Uninspired by your PLT prospects? What if I told you you could complete your work experience component in Cambodia? Read on for Chloe's experience at the Extraordinary Chambers in the Courts of Cambodia.
1. Where did you complete your PLT?
I am currently completing my PLT at the College of Law, and for the placement component I am working as a Legal Intern for the Office of the Co-Prosecutors in the Extraordinary Chambers in the Courts of Cambodia. It is a hybrid tribunal set up pursuant to an agreement between the Government of Cambodia and the United Nations. I work for the International side, namely the United Nations Assistance to the Khmer Rouge Tribunal (UNAKRT). It is a 6 month position (although there is a 3 month option) and it's full time, 5 days a week.
2. How did you find out about the position and what was the application process like?
I didn't begin my position of the Extraordinary Chambers in the Courts of Cambodia with the intention of completing it as part of my PLT, as I was unsure if it was within the scope of the PLT placement requirements but subsequently realised I would be eligible. I found out about the position when I was in my final semester of law school and realised I didn't want to take the 'traditional' route of clerkships and vying for a graduate position, so I researched other options. I had developed an interest in international law and human rights law at law school and thus, I started looking at job/intern opportunities with the United Nations and NGO's and ultimately found out about UNAKRT and applied. Details about the application process can be found here.
3. What was the highlight of your time there?
I'm just over half way through my intership but the highlights of my time here so far have been:
The opportunity to work in such a large and multi-national Tribunal, with lawyers and other interns from such a wide variety of legal and cultural backgrounds.
The advocacy training provided by my Office which included witness examination and cross-examination in the main courtroom of the Tribunal.
The opportunity to sit in court regularly and watch the hearings live and see the 'courtroom in action' up close.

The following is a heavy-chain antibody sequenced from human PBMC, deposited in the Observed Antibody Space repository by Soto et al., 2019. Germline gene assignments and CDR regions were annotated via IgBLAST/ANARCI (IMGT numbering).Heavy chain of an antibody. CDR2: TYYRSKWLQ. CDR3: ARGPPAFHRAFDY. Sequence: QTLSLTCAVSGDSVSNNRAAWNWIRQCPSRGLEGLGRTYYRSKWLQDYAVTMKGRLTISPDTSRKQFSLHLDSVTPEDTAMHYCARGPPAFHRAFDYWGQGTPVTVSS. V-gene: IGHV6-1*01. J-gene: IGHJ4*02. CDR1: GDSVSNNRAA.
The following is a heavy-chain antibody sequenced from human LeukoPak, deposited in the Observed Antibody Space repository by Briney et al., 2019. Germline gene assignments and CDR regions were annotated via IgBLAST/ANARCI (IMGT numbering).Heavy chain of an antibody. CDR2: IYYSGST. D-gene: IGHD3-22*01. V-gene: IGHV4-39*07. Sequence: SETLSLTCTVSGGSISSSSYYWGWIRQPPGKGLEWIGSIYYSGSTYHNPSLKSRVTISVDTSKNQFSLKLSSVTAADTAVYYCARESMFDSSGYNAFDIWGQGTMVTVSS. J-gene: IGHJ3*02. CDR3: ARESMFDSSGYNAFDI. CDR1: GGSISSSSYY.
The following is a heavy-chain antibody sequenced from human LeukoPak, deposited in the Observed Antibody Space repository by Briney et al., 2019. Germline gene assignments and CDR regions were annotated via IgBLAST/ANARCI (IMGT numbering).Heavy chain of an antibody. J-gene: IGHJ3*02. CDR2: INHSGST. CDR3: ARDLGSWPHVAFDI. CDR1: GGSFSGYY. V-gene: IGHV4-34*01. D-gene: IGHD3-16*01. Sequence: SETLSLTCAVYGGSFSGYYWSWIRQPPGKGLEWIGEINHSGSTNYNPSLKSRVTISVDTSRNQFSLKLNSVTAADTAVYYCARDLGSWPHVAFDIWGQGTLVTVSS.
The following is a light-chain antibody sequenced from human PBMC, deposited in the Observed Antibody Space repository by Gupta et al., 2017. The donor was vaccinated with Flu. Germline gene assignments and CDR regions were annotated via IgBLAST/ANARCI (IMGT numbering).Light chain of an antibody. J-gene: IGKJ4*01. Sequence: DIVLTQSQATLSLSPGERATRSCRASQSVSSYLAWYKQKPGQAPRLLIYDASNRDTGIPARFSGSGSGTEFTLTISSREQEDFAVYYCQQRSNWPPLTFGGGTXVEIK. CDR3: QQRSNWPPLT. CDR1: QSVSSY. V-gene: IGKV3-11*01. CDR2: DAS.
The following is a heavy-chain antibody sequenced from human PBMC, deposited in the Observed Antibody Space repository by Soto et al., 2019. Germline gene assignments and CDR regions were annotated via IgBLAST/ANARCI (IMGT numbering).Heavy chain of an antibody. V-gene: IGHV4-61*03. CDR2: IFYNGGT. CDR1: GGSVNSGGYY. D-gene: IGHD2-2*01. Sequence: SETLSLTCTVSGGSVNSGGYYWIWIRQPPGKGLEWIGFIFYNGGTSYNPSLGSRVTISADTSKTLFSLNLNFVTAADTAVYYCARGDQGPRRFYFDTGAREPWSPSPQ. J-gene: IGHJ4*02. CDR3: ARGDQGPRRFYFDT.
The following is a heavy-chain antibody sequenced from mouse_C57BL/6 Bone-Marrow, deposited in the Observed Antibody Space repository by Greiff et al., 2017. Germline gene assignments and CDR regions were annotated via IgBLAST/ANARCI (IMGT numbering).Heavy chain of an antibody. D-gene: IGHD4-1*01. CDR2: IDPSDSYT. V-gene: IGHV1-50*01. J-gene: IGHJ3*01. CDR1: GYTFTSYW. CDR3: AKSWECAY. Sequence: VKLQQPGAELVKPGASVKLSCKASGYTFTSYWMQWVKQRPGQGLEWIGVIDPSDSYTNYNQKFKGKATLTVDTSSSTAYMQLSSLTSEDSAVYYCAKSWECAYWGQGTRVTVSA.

Living overseas in Cambodia and seeing the real life, previous and ongoing effects of the Khmer Rouge Regime, and being able to use and closely tie that into the dedication and passion you put into the work you do here.
4. What was the most challenging part of the program?
The most challenging part of my internship is also the most rewarding - it's the overall experience of working in a hybrid Tribunal dealing with international criminal law and working for the Office of the Co-Prosecutors to charge the most senior and most responsible leaders of the Khmer Rouge with crimes such as murder, rape, torture, enslavement and physical violence. The crimes we deal with at the Tribunal are of such great magnitude it can be challenging to work with sometimes but as I said, it's as rewarding as it is challenging because there are so many survivors of the Khmer Rouge Regime who have applied as Civil Parties and it's a very important task of the Tribunal to correctly document the attrocities that happened under the regime.
5. What would your advice be to current PLT students on the lookout for work experience?
Just to try and think of an area you may be interested in and spend some time researching available positions everywhere and anywhere - you'd be surprised what opportunities are out there! I didn't know about UNAKRT until I starting looking specifically at working overseas in an international tribunal. Also, don't be afraid to apply - it took me at least 4 months to work up to getting the confidence to submit my application because I never thought I'd get a position with the UN, but I did and I'm very pleased to have done so. Apply for any position you want, even if you don't think you have a chance - you do!
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